I suppose the strategy is now for that market to go to the Moto e, but it does feel like there is now a gap in the range.
As for the moto x, the customization thing is just a gimmick which really no mainstream manufacturer should really be pushing. Leave that to the 3rd party add on manufacturers
The googly Motos had a single selling point for me - you could maintain them for ages after that with Cyanogen (besides their own software updates).
Cyanogen is hit and miss (9 was excellent 10-10.1 so so, 10.2 unmitigated disaster, 11 excellent again). However, when it hits - f.e. with 11 (4.4 kitkat) on my Sony Xperia Arc, it provides your phone with years of life after the manufacturer has stopped supporting it.
This was the norm with Googly Moto - they are all on Cyanogen. The norm with Lenovo is the opposite - no support. So the moment they switch to the next model you can kiss your updated goodbye and congratulate yourself with another paperweight.
The moto 360 is the most promising looking smart watch I've seen yet. It looks well designed, well built; the only smart watch I've seen that doesn't make you look like you still live with your mum in her basement.
But I still can't see what the USP is for these things - why you generally can't just look at your phone or do without. Given how many models Samsung is churning out, they seems to similarly have little idea either. I'm less worried about the short battery life - most of us are used to the daily charge.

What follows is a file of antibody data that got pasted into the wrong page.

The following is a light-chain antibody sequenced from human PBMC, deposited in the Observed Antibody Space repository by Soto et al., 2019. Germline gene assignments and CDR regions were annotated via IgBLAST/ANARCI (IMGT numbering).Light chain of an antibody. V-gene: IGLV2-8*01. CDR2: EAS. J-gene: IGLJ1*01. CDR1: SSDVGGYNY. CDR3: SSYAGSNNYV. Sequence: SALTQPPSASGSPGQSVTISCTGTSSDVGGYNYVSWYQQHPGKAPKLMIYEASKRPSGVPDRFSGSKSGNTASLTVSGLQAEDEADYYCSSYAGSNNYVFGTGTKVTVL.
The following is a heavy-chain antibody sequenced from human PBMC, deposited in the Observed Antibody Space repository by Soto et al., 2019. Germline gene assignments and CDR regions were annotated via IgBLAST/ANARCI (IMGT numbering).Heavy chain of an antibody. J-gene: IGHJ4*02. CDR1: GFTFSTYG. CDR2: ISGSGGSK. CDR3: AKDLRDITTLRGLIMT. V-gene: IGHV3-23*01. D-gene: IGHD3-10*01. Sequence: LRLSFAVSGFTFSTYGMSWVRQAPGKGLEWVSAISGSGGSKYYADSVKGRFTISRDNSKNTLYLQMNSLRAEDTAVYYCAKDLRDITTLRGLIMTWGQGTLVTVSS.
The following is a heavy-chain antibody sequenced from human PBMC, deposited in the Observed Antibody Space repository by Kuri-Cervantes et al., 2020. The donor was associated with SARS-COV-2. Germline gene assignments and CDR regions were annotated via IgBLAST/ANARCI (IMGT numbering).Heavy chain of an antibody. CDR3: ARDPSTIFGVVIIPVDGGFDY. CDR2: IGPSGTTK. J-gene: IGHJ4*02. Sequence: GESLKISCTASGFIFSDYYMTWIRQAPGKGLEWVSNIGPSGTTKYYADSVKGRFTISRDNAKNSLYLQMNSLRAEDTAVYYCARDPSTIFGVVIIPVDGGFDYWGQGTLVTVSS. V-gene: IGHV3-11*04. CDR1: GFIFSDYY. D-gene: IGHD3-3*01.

So who will be the audience for smart watches? I know the dangers of sweeping generalisations, but here goes anyway: Younger folk either seem to wear cheap Casios or no watch at all; folk of my 'middle youth' age tend to already have a nice watch or two and the presence of kids/mortgage/car finance/adult life means we probably won't buy more. And real oldsters often wear a watch with sentimental value they've owned for a large part of their life until fading sight or health prompts a hand down to a younger family member.
It'll be interesting to see what Apple come up with, if indeed they do. My guess (and I certainly don't have any 'sources close to the matter'), is that Apple's iWatch will be a very well specified fitness aid, like the Nike fuel band, designed purely for use by gym fans and skinny baristas up and down the land. No more than that.
Good comment, points well made, reasoning shown.